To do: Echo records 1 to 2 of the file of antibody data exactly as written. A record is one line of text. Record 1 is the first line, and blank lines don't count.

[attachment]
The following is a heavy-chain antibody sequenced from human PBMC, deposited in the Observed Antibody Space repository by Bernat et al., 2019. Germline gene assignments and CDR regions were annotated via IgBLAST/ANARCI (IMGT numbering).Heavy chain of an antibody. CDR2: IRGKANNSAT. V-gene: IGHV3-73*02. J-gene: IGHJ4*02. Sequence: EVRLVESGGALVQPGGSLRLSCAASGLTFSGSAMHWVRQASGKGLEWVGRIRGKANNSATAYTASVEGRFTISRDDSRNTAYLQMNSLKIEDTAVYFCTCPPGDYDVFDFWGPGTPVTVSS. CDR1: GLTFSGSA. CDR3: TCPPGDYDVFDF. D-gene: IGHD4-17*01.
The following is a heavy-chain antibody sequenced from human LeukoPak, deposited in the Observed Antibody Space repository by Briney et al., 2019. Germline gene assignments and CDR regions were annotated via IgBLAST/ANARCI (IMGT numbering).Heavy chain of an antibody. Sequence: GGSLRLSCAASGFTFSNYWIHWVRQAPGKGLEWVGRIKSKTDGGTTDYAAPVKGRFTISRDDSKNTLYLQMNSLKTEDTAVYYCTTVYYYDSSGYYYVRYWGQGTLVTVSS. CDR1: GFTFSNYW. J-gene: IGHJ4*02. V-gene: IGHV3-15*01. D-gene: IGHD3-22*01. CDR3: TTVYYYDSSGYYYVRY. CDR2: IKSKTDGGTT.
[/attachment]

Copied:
The following is a heavy-chain antibody sequenced from human PBMC, deposited in the Observed Antibody Space repository by Bernat et al., 2019. Germline gene assignments and CDR regions were annotated via IgBLAST/ANARCI (IMGT numbering).Heavy chain of an antibody. CDR2: IRGKANNSAT. V-gene: IGHV3-73*02. J-gene: IGHJ4*02. Sequence: EVRLVESGGALVQPGGSLRLSCAASGLTFSGSAMHWVRQASGKGLEWVGRIRGKANNSATAYTASVEGRFTISRDDSRNTAYLQMNSLKIEDTAVYFCTCPPGDYDVFDFWGPGTPVTVSS. CDR1: GLTFSGSA. CDR3: TCPPGDYDVFDF. D-gene: IGHD4-17*01.
The following is a heavy-chain antibody sequenced from human LeukoPak, deposited in the Observed Antibody Space repository by Briney et al., 2019. Germline gene assignments and CDR regions were annotated via IgBLAST/ANARCI (IMGT numbering).Heavy chain of an antibody. Sequence: GGSLRLSCAASGFTFSNYWIHWVRQAPGKGLEWVGRIKSKTDGGTTDYAAPVKGRFTISRDDSKNTLYLQMNSLKTEDTAVYYCTTVYYYDSSGYYYVRYWGQGTLVTVSS. CDR1: GFTFSNYW. J-gene: IGHJ4*02. V-gene: IGHV3-15*01. D-gene: IGHD3-22*01. CDR3: TTVYYYDSSGYYYVRY. CDR2: IKSKTDGGTT.